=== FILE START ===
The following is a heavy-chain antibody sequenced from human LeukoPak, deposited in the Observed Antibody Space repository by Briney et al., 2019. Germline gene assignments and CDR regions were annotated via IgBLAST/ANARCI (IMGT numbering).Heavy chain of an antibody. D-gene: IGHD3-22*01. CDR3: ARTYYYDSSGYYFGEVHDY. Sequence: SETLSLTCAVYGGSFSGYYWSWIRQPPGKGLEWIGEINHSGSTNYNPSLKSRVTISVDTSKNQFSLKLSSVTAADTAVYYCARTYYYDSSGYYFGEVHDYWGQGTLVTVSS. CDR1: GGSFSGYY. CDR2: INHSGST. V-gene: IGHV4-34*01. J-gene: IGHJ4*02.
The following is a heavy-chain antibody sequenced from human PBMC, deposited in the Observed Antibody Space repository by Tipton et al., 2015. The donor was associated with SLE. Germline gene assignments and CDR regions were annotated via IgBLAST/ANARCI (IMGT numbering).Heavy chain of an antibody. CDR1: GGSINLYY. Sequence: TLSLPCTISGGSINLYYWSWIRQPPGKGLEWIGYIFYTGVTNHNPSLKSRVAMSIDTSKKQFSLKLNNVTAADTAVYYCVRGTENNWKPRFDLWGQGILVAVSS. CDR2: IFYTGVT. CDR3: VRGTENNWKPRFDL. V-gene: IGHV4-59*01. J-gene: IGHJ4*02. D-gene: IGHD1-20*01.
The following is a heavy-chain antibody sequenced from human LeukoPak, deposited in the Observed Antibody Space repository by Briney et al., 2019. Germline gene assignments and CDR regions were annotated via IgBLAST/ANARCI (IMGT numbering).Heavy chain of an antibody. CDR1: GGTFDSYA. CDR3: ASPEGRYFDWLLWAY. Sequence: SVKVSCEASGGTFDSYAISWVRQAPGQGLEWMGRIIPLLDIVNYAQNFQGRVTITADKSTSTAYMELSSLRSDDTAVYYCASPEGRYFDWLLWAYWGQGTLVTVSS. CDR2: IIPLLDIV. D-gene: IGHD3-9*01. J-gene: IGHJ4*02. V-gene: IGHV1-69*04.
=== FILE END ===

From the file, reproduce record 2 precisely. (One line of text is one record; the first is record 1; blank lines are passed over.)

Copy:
The following is a heavy-chain antibody sequenced from human PBMC, deposited in the Observed Antibody Space repository by Tipton et al., 2015. The donor was associated with SLE. Germline gene assignments and CDR regions were annotated via IgBLAST/ANARCI (IMGT numbering).Heavy chain of an antibody. CDR1: GGSINLYY. Sequence: TLSLPCTISGGSINLYYWSWIRQPPGKGLEWIGYIFYTGVTNHNPSLKSRVAMSIDTSKKQFSLKLNNVTAADTAVYYCVRGTENNWKPRFDLWGQGILVAVSS. CDR2: IFYTGVT. CDR3: VRGTENNWKPRFDL. V-gene: IGHV4-59*01. J-gene: IGHJ4*02. D-gene: IGHD1-20*01.